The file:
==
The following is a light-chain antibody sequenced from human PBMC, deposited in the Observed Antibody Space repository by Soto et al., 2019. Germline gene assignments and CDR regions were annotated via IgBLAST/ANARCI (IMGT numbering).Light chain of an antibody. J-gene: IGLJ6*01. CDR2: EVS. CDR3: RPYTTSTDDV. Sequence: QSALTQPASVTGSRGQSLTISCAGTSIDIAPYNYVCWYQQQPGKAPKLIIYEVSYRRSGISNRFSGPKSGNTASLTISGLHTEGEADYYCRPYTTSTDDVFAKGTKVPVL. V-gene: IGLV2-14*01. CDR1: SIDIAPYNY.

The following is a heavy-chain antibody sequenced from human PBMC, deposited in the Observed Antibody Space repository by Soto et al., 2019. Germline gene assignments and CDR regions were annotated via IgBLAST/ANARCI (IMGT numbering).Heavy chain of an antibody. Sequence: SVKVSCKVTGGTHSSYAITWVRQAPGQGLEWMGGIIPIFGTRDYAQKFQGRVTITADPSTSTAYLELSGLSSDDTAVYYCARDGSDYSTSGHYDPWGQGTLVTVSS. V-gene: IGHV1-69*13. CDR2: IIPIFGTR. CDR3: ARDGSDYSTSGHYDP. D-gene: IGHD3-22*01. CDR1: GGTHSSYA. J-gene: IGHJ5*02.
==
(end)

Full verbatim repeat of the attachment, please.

The following is a light-chain antibody sequenced from human PBMC, deposited in the Observed Antibody Space repository by Soto et al., 2019. Germline gene assignments and CDR regions were annotated via IgBLAST/ANARCI (IMGT numbering).Light chain of an antibody. J-gene: IGLJ6*01. CDR2: EVS. CDR3: RPYTTSTDDV. Sequence: QSALTQPASVTGSRGQSLTISCAGTSIDIAPYNYVCWYQQQPGKAPKLIIYEVSYRRSGISNRFSGPKSGNTASLTISGLHTEGEADYYCRPYTTSTDDVFAKGTKVPVL. V-gene: IGLV2-14*01. CDR1: SIDIAPYNY.

The following is a heavy-chain antibody sequenced from human PBMC, deposited in the Observed Antibody Space repository by Soto et al., 2019. Germline gene assignments and CDR regions were annotated via IgBLAST/ANARCI (IMGT numbering).Heavy chain of an antibody. Sequence: SVKVSCKVTGGTHSSYAITWVRQAPGQGLEWMGGIIPIFGTRDYAQKFQGRVTITADPSTSTAYLELSGLSSDDTAVYYCARDGSDYSTSGHYDPWGQGTLVTVSS. V-gene: IGHV1-69*13. CDR2: IIPIFGTR. CDR3: ARDGSDYSTSGHYDP. D-gene: IGHD3-22*01. CDR1: GGTHSSYA. J-gene: IGHJ5*02.